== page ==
I have a serious nutrition pet peeve to bring up today. The kind of pet peeve that drove me to stop everything I was doing last night (i.e., homework) to write this because it was bothering me so much. I cringe whenever I see the word “detox” mentioned on Pinterest or other websites. I’ve seen it so much lately that it compelled me to take the opportunity to highlight what “sketchy” nutrition advice looks like and how you can recognize it.
The idea for this post came to me on a whim after seeing this article posted on Lauren Conrad’s website last night. Don’t get me wrong, I love LC (she will always be my favorite Laguna cast member, and I realize she is not the one who writes these posts) but it irked me to see “Detox Approved Snacks” with little to no reasoning behind why these foods detox your system.
Lauren’s website isn’t the first one to list “detox” foods. But this my friends, is a prime example of bad nutrition advice. This post states:
“Asparagus: cooking up this veggie is a delicious and healthy snack, not just because it detoxifies the liver, but also because it helps our body to flush out all the impurities.”
Ok…. but how does it do that?
If the post stated the metabolic reasons as to how asparagus does this at the cellular level, I would be satisfied. But a very generic sentence like this shows exactly why this information is flawed. There are no facts to support the statement.
Naturally, when I happened upon this nutritional nightmare last night my first instinct was to check the sources cited from this post. The first source listed? Some sketchy website. The second source listed? Dr. Oz’s website. I stopped looking at the sources after I saw that.
If you’re not sure how I feel about Dr. Oz, this picture will give you a better idea:
The next problem I have with this post is it doesn’t explain how any of these foods detox the body. Can someone please explain to me how asparagus, trail mix, or celery magically cleans out your body? So if I eat asparagus, an apple, celery, trail mix, and then half a pepperoni pizza it’s ok because I ate more “detox” foods, right? Wrong.
If the intention of the post was to highlight the vitamins and minerals that each food contains that benefit us, that would be a different story. Each one of those foods is loaded with phytochemicals that help reduce your risk for cancer and neutralize free radicals. But they don’t detox your body of them.
Let’s go over this in more detail….
A free radical is a pesky little molecule with an unpaired electron. I won’t go crazy on the chemistry specifics, but an unpaired electron basically means the molecule is unstable. This means that it is highly reactive and damage all parts of the cell including DNA.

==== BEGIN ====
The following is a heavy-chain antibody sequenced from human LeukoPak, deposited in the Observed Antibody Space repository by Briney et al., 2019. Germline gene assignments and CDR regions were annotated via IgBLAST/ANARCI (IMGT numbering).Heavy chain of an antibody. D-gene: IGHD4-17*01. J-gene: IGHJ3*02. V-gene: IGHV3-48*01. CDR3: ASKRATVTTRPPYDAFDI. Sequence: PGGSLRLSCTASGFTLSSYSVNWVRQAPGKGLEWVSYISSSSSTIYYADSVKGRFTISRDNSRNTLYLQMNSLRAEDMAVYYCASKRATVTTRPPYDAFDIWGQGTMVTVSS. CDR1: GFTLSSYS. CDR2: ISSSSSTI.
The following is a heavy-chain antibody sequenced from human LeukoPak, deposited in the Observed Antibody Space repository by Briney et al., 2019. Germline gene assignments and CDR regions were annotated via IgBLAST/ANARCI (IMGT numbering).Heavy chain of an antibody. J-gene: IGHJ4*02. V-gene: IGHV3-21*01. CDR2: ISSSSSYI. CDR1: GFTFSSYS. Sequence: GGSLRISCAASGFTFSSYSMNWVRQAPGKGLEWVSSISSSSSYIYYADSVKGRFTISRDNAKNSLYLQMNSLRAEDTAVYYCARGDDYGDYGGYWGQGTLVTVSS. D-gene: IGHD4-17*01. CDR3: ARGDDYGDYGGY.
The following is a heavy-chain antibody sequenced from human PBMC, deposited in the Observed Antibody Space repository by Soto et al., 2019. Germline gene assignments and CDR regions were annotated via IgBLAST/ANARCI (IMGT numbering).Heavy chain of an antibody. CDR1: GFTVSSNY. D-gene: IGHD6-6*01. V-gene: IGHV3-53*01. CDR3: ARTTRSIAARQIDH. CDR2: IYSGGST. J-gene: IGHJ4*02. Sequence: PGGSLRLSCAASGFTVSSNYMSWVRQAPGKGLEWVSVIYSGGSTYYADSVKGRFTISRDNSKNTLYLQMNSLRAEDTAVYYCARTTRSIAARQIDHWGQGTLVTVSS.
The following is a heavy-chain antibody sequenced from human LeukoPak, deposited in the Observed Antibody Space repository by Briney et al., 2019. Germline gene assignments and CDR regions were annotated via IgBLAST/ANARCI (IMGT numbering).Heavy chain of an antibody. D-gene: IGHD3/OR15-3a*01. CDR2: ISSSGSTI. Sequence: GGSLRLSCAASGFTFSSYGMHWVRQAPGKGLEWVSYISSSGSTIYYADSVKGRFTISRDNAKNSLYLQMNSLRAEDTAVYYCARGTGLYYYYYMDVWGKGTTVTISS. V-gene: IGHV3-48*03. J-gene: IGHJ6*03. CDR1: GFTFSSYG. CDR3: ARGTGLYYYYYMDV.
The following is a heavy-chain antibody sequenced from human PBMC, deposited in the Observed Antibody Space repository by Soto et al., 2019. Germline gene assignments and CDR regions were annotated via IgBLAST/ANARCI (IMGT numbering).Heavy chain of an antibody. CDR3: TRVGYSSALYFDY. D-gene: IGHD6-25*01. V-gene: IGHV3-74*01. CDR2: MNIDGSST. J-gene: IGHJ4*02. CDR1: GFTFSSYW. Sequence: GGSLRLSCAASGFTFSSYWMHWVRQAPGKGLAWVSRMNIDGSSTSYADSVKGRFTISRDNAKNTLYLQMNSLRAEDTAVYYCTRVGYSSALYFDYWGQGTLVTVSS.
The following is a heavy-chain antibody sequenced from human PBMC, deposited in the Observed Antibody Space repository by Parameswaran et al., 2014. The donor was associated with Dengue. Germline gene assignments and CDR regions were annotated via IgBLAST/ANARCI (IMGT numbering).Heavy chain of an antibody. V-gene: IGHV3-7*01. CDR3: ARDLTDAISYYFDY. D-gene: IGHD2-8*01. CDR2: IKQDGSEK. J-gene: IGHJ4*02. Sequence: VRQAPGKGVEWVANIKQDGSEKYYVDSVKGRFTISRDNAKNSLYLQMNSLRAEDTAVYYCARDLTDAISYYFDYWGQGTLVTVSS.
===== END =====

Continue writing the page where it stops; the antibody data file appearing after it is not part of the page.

So foods that contain antioxidants (such as vitamin C) act by donating an electron to neutralize (stabilize) the free radicals. Antioxidants act by preventing damage in the cell, they don’t cleanse the toxins from your system.
The moral of the story here is that eating specific foods is not going to “magically” detox your system and make you feel better. Healthy food will help everything function better, but the only thing that is capable of detoxifying your body is your liver.
We are taught in dietetics to always justify our information. I can tell you without a doubt I would not have passed any of my classes if I simply wrote: “Vitamin E is an antioxidant that helps prevent cancer.”
Reliable nutritional information will justify the reasons why a food or a vitamin is beneficial. A better answer to define the function of vitamin E would be (taken directly from my micornutrients final exam study guide last semester):
“Vitamin E acts as an antioxidant by protecting the cell membrane from destruction through it’s ability to prevent the oxidation of unsaturated fatty acids contained in the phospholipids of the membranes. Hydrogen atoms from the methylene groups found between double bonds in polyunsaturated fatty acids are primary targets for proton abstraction by radicals. Vitamin E stops this reaction and therefore prevents the formation of the lipid peroxyl radical.
The hydroxyl group on the phenolic ring donates hydrogen ions to terminate the propagation of free radicals. This protects against lipid peroxidation by reducing peroxyl radicals in cell membranes.”
See the difference? Thumbs up to anyone who actually read that whole statement. Two thumbs up to anyone who read that whole statement and actually understood it.
What kind of sketchy nutrition info have you read lately?
Click to follow me on: Bloglovin’, Twitter, & Facebook